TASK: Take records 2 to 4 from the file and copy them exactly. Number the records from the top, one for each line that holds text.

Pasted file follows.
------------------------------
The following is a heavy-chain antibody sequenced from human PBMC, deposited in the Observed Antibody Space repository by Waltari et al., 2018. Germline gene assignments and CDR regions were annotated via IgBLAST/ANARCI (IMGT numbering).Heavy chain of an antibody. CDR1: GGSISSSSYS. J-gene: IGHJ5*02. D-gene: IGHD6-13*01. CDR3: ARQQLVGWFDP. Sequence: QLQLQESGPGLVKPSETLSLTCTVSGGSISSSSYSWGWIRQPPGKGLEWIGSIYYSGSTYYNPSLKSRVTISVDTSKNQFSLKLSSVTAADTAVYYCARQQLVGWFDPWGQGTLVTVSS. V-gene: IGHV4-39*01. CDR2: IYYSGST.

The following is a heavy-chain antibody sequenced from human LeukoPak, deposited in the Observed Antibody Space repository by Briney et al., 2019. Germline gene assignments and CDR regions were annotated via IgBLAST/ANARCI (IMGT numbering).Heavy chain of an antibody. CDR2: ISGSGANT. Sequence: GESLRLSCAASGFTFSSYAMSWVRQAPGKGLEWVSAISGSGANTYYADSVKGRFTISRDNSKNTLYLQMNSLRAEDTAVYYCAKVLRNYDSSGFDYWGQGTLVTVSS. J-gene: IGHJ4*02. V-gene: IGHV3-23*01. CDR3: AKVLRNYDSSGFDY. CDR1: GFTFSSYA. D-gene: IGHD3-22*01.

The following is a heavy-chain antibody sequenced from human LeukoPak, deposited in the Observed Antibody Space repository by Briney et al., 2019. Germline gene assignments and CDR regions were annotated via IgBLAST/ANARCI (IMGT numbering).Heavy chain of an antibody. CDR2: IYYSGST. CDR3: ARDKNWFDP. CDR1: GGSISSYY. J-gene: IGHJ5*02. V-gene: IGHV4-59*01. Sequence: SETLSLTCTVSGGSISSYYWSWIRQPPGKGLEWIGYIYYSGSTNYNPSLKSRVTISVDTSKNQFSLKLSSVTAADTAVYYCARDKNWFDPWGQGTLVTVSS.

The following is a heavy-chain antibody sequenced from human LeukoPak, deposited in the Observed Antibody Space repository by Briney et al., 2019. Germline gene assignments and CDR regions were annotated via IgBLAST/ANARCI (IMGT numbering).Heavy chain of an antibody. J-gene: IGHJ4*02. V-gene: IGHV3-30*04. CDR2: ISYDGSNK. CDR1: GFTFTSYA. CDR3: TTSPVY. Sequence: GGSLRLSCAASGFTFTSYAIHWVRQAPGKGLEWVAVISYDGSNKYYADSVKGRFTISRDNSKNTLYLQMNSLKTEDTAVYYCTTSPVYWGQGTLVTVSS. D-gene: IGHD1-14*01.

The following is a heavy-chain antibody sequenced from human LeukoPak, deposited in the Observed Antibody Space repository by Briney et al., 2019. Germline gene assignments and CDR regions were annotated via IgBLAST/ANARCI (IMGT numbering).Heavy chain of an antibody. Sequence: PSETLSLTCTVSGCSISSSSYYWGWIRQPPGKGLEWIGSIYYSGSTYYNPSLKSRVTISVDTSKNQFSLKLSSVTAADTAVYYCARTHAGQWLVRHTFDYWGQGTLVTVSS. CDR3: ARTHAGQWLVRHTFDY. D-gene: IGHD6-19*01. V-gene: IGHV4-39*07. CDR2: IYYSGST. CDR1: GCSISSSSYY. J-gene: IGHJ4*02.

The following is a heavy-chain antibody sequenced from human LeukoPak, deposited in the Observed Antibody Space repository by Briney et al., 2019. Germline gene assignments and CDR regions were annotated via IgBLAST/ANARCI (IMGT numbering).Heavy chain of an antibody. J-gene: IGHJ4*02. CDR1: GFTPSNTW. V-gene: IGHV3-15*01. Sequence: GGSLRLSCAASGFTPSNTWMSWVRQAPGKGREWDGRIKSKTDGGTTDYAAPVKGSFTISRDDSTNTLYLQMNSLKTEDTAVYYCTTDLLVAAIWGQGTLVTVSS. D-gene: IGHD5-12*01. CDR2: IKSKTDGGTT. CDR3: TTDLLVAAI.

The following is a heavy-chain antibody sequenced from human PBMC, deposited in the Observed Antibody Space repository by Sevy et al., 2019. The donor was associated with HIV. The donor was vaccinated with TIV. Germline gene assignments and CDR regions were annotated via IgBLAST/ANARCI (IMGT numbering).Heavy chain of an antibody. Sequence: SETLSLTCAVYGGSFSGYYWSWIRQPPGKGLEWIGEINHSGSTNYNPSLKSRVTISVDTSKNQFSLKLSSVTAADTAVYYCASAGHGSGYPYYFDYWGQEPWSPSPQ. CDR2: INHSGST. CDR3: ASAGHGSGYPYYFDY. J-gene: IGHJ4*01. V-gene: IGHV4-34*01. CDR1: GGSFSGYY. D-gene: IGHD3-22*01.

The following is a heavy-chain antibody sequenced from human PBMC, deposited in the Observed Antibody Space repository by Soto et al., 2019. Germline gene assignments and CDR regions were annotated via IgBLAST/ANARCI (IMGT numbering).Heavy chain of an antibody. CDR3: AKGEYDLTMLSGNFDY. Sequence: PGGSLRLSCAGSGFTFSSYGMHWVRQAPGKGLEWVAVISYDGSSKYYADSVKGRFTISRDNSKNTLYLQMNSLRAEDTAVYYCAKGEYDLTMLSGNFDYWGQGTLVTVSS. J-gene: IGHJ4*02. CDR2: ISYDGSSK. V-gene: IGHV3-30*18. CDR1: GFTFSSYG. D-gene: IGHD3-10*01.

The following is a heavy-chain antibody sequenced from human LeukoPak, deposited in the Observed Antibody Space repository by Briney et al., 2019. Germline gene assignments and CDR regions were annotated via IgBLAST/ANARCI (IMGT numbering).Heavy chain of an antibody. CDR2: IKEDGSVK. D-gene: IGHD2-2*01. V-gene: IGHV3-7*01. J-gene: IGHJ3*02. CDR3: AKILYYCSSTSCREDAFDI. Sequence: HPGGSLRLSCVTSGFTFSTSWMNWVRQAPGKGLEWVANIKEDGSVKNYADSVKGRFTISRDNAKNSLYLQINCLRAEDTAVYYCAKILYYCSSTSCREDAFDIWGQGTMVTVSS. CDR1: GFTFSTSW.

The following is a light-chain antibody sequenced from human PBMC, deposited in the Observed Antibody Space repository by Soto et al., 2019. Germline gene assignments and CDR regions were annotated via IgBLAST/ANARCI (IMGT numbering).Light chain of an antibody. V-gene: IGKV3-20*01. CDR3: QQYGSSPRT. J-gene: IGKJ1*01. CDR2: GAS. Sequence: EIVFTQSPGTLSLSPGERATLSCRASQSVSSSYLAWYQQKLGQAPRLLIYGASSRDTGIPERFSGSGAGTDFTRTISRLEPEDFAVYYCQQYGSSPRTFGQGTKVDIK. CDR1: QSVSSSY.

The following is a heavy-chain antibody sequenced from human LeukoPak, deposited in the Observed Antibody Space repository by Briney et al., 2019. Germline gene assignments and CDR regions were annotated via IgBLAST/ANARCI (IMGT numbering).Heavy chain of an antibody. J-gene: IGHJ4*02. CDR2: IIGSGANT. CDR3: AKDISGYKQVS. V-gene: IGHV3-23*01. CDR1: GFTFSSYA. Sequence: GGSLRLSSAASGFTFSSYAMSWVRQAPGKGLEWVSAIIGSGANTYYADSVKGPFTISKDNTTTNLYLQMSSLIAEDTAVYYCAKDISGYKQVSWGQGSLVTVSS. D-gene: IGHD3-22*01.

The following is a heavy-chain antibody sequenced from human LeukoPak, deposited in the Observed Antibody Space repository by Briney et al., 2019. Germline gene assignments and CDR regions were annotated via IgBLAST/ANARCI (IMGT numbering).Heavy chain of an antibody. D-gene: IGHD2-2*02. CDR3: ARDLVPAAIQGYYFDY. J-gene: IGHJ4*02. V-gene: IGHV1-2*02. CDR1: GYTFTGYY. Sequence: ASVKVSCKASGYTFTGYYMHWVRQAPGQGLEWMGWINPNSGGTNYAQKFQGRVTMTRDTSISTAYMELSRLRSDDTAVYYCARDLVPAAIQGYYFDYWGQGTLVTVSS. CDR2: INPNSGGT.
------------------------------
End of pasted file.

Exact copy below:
The following is a heavy-chain antibody sequenced from human LeukoPak, deposited in the Observed Antibody Space repository by Briney et al., 2019. Germline gene assignments and CDR regions were annotated via IgBLAST/ANARCI (IMGT numbering).Heavy chain of an antibody. CDR2: ISGSGANT. Sequence: GESLRLSCAASGFTFSSYAMSWVRQAPGKGLEWVSAISGSGANTYYADSVKGRFTISRDNSKNTLYLQMNSLRAEDTAVYYCAKVLRNYDSSGFDYWGQGTLVTVSS. J-gene: IGHJ4*02. V-gene: IGHV3-23*01. CDR3: AKVLRNYDSSGFDY. CDR1: GFTFSSYA. D-gene: IGHD3-22*01.

The following is a heavy-chain antibody sequenced from human LeukoPak, deposited in the Observed Antibody Space repository by Briney et al., 2019. Germline gene assignments and CDR regions were annotated via IgBLAST/ANARCI (IMGT numbering).Heavy chain of an antibody. CDR2: IYYSGST. CDR3: ARDKNWFDP. CDR1: GGSISSYY. J-gene: IGHJ5*02. V-gene: IGHV4-59*01. Sequence: SETLSLTCTVSGGSISSYYWSWIRQPPGKGLEWIGYIYYSGSTNYNPSLKSRVTISVDTSKNQFSLKLSSVTAADTAVYYCARDKNWFDPWGQGTLVTVSS.

The following is a heavy-chain antibody sequenced from human LeukoPak, deposited in the Observed Antibody Space repository by Briney et al., 2019. Germline gene assignments and CDR regions were annotated via IgBLAST/ANARCI (IMGT numbering).Heavy chain of an antibody. J-gene: IGHJ4*02. V-gene: IGHV3-30*04. CDR2: ISYDGSNK. CDR1: GFTFTSYA. CDR3: TTSPVY. Sequence: GGSLRLSCAASGFTFTSYAIHWVRQAPGKGLEWVAVISYDGSNKYYADSVKGRFTISRDNSKNTLYLQMNSLKTEDTAVYYCTTSPVYWGQGTLVTVSS. D-gene: IGHD1-14*01.